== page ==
Khan: Exactly. A lot of people talk about his style, but I don’t think he’ll be able to take my power. We’re going to let him go into this fight thinking it’s going to be easy. When he gets caught and hit, he’s going to think twice about his tactics. It’s going to break him down. We’re going to beat this guy, and any mistakes we’re going to capitalize on. One thing they’re forgetting is the power we have. Freddie Roach has already talked about you facing Floyd Mayweather at 147 pounds. Does that mean your days at junior welterweight are numbered?

Khan: Well I want to unify this division. I already have one world title, and I want to another couple [belts]. The way my body’s feeling, I’m sure I’ll move to 147 in the next 12 months. I’ll be nice and strong, and fit in the division quite well. To unify, the winner of Devon Alexander vs. Timothy Bradley will be your target. Who do you favor in that fight and why?

Khan: I think Bradley is going to win with experience. I think he’s the better boxer and fighter. I think Devon is going to get pushed into the deep end. When Bradley does that, I think Devon will have problems. Style-wise, do you think Bradley would be the tougher assignment for you?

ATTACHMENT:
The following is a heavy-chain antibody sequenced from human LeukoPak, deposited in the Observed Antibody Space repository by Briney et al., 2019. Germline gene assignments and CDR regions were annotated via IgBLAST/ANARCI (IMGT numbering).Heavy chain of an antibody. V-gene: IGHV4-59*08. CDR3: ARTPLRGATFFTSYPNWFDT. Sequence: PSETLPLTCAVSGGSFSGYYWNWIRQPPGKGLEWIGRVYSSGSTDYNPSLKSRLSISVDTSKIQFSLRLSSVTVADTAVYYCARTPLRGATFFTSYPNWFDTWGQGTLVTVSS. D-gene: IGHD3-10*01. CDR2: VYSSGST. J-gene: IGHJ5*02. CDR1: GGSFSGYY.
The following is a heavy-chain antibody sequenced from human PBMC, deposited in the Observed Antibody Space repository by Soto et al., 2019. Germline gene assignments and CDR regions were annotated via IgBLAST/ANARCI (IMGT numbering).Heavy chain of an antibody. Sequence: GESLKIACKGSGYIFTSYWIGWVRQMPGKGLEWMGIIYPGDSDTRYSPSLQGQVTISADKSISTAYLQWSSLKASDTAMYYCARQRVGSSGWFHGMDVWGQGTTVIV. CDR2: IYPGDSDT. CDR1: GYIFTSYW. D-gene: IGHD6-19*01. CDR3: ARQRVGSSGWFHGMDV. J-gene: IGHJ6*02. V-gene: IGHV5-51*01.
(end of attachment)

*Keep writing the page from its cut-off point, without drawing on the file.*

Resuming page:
Khan: I think both of them are even to be honest with you. I’ll just fight both of them after this fight. A lot of people don’t come back from a devastating loss like you experienced with Breidis Prescott. How were you able to not let that completely derail your career?

Khan: It’s up to the individual fighter. I knew I made a mistake, and it made me a better and more focused fighter. It was a blessing in disguise. I think if I won, I wouldn’t be in this position. It showed me what not do and that’s how I bounced back stronger. In your last fight, Paulie Malignaggi used a lot of trash talk, even referring to you as a “con” that was trying to get over on the fans. Were you surprised that he gained so much respect for you after the fight?

Khan: I’m sure this fight will be the same thing. With my style, it changes people’s views. The way Malignaggi got beaten, it made him realize that look, he didn’t just get beat, he got gutted. In early 2009 there was talk about you facing Ricky Hatton. That would have been a potential passing of the torch match. How close was it to happening?